The Great Modern English Stories: An Anthology

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Boni and Liveright, 1919 - 366 pages
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Page 26 - It looked very like a night in the frosty streets. The idea of the dead woman popped into his imagination, and gave him a hearty fright; what had happened to her in the early night might very well happen to him before morning. And he so young! and with such immense possibilities of disorderly amusement before him! He felt quite pathetic over the notion of his own fate, as if it had been some one else's, and made a little imaginative vignette of the scene in the morning when they should find his body....
Page 18 - Some may prefer to dine in state" wrote Villon, "On bread and cheese on silver plate. Or — or — help me out, Guido!" Tabary giggled. "Or parsley on a golden dish," scribbled the poet. The wind was freshening without; it drove the snow before it, and sometimes raised its voice in a victorious whoop, and made sepulchral grumblings in the chimney. The cold was growing sharper as the night went on. Villon, protruding his lips, imitated the gust with something between a whistle and a groan. It was...
Page 7 - All listened. The sound was repeated, and none of them spoke but the man in the chimney-corner, who said quietly, "I've often been told that in this county they fire a gun at such times; but I never heard it till now.
Page xiii - The hedge-carpenter was suggesting a song to the company, which nobody just then was inclined to undertake, so that the knock afforded a not unwelcome diversion. "Walk in!" said the shepherd promptly. The latch clicked upward, and out of the night our pedestrian appeared upon the door-mat. The shepherd arose, snuffed two of the nearest candles, and turned to look at him. Their light disclosed that the stranger was dark in complexion and not unprepossessing as to feature. His hat, which for a moment...
Page xiv - I am rather thin in the vamp," he said freely, seeing that the eyes of the shepherd's wife fell upon his boots, " and I am not well fitted, either. I have had some rough times lately, and have been forced to pick up what I can get in the way of wearing, but I must find a suit better fit for working-days when I reach home.
Page xiv - I am rather cracked in the vamp,' he said freely, seeing that the eyes of the shepherd's wife fell upon his boots, ' and I am not well fitted either. I have had some rough times lately, and have been forced to pick up what I can get in the way of wearing, but I must...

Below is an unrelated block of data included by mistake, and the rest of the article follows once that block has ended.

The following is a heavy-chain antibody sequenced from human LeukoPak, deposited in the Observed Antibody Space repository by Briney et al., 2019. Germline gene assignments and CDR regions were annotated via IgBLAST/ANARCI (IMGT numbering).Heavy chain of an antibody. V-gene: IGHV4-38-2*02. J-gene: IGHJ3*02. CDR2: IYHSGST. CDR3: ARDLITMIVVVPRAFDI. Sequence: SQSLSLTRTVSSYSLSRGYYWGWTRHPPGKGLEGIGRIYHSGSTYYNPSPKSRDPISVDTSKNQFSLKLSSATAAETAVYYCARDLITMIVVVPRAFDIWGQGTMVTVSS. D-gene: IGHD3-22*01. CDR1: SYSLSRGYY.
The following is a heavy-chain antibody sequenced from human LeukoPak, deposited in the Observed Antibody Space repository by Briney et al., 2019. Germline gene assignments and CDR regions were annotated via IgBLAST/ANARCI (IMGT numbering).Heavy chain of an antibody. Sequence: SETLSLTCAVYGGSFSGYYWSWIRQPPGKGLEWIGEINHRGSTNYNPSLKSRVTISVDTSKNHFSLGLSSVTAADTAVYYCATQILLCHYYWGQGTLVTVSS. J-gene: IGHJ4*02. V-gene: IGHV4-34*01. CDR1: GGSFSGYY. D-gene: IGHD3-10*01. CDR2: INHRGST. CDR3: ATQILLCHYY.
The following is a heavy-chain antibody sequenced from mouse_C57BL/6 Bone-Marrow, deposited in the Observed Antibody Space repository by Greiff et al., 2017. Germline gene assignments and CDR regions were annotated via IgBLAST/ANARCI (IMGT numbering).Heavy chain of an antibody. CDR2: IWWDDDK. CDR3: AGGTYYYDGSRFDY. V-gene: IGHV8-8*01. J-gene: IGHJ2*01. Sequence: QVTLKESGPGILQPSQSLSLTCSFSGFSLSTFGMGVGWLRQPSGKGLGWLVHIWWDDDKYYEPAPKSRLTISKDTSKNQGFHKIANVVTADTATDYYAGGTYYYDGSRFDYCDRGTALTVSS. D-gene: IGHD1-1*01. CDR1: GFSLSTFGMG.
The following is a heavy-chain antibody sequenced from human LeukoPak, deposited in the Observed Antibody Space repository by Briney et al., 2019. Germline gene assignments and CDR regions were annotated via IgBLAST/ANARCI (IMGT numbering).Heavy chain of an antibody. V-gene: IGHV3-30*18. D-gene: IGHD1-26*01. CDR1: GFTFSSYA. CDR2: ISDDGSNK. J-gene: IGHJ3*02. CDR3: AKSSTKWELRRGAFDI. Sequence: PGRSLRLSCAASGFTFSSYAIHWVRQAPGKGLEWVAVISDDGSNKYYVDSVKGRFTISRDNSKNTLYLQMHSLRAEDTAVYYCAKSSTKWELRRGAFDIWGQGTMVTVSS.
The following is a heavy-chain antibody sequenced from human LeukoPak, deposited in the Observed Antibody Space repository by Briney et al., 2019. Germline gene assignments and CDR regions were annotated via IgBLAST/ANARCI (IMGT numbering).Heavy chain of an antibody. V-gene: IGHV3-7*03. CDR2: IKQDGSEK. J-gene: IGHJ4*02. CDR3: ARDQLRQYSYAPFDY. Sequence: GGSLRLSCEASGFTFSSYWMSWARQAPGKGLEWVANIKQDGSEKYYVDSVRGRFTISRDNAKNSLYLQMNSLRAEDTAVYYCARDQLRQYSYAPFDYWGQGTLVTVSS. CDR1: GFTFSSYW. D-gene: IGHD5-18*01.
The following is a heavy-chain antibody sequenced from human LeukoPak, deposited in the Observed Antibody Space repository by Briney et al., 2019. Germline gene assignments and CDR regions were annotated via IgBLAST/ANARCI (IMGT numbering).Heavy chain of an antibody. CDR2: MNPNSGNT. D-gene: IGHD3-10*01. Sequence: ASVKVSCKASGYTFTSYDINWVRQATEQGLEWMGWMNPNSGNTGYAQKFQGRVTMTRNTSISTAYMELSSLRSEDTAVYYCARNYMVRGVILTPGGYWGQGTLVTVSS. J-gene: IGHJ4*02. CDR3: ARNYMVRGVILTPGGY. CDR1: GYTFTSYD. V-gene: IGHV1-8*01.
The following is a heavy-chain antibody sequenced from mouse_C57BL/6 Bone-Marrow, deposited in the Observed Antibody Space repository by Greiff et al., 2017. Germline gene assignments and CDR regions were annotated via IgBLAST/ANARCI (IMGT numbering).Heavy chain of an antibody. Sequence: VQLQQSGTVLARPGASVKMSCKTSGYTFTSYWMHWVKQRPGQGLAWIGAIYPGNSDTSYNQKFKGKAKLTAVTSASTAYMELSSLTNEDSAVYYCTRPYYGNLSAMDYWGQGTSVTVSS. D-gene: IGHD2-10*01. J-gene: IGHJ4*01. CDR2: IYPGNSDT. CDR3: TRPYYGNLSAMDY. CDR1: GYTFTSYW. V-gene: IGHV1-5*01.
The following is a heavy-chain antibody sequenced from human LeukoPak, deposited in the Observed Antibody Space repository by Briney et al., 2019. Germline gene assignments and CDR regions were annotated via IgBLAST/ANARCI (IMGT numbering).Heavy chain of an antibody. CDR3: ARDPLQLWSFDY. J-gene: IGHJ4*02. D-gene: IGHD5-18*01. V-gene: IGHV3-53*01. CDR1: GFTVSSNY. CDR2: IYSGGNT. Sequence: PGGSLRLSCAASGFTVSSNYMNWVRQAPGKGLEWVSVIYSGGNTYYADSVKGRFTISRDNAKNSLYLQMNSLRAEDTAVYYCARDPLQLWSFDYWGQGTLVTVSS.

Page 8 - Staves and pitchforks - in the name o' the law! And take 'em in yer hands and go in quest, and do as we in authority tell ye!' Thus aroused, the men prepared to give chase. The evidence was, indeed, though circumstantial, so convincing, that but little argument was needed to show the shepherd's guests that after what they had seen it would look very much like connivance if they did not instantly pursue the unhappy third stranger, who could not as yet have gone more than a few hundred yards over such...
Page 25 - You should have come earlier," said the ecclesiastic coolly. "Young men require a lesson now and then." He shut the wicket and retired deliberately into the interior of the house. Villon was beside himself; he beat upon the door with his hands and feet, and shouted hoarsely after the chaplain. "Wormy old fox !" he cried. "If I had my hand under your twist, I would send you flying headlong into the bottomless pit.
Page 17 - ... the cemetery of St. John. Yet there was a small house, backed up against the cemetery wall, which was still awake, and awake to evil purpose, in that snoring district. There was not much to betray it from without; only a stream of warm vapor from the chimney-top, a patch where the snow melted on the roof, and a few half-obliterated footprints at the door. But within, behind the shuttered windows, Master Francis Villon the poet, and some of the thievish crew with whom he consorted, were keeping...
Page 33 - And he rose and paced the lower end of the apartment, struggling with anger and antipathy. Villon surreptitiously refilled his cup, and settled himself more comfortably in the chair, crossing his knees and leaning his head upon one hand and the elbow against the back of the chair. He was now replete and warm ; and he was in nowise frightened for his host, having gauged him as justly as was possible between two such different characters. The night was far spent, and in a very comfortable fashion after...

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